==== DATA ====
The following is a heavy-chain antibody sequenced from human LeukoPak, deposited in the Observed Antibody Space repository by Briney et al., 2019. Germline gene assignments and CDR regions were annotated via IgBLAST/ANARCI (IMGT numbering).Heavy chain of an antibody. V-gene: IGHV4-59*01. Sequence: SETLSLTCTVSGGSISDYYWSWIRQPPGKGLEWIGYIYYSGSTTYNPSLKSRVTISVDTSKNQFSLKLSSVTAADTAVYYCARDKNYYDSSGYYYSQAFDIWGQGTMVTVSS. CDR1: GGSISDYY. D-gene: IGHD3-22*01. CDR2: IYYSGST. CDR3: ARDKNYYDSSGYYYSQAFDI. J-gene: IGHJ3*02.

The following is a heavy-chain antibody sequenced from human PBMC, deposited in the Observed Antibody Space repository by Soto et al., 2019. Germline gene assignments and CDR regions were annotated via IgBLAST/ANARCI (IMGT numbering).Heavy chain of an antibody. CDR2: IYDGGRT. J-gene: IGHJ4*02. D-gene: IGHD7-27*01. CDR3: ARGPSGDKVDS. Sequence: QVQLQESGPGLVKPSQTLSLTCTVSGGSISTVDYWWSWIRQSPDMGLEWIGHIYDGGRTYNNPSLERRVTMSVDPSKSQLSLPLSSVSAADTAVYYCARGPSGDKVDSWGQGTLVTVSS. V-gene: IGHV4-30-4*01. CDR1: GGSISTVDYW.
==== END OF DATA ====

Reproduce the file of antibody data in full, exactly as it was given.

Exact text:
The following is a heavy-chain antibody sequenced from human LeukoPak, deposited in the Observed Antibody Space repository by Briney et al., 2019. Germline gene assignments and CDR regions were annotated via IgBLAST/ANARCI (IMGT numbering).Heavy chain of an antibody. V-gene: IGHV4-59*01. Sequence: SETLSLTCTVSGGSISDYYWSWIRQPPGKGLEWIGYIYYSGSTTYNPSLKSRVTISVDTSKNQFSLKLSSVTAADTAVYYCARDKNYYDSSGYYYSQAFDIWGQGTMVTVSS. CDR1: GGSISDYY. D-gene: IGHD3-22*01. CDR2: IYYSGST. CDR3: ARDKNYYDSSGYYYSQAFDI. J-gene: IGHJ3*02.

The following is a heavy-chain antibody sequenced from human PBMC, deposited in the Observed Antibody Space repository by Soto et al., 2019. Germline gene assignments and CDR regions were annotated via IgBLAST/ANARCI (IMGT numbering).Heavy chain of an antibody. CDR2: IYDGGRT. J-gene: IGHJ4*02. D-gene: IGHD7-27*01. CDR3: ARGPSGDKVDS. Sequence: QVQLQESGPGLVKPSQTLSLTCTVSGGSISTVDYWWSWIRQSPDMGLEWIGHIYDGGRTYNNPSLERRVTMSVDPSKSQLSLPLSSVSAADTAVYYCARGPSGDKVDSWGQGTLVTVSS. V-gene: IGHV4-30-4*01. CDR1: GGSISTVDYW.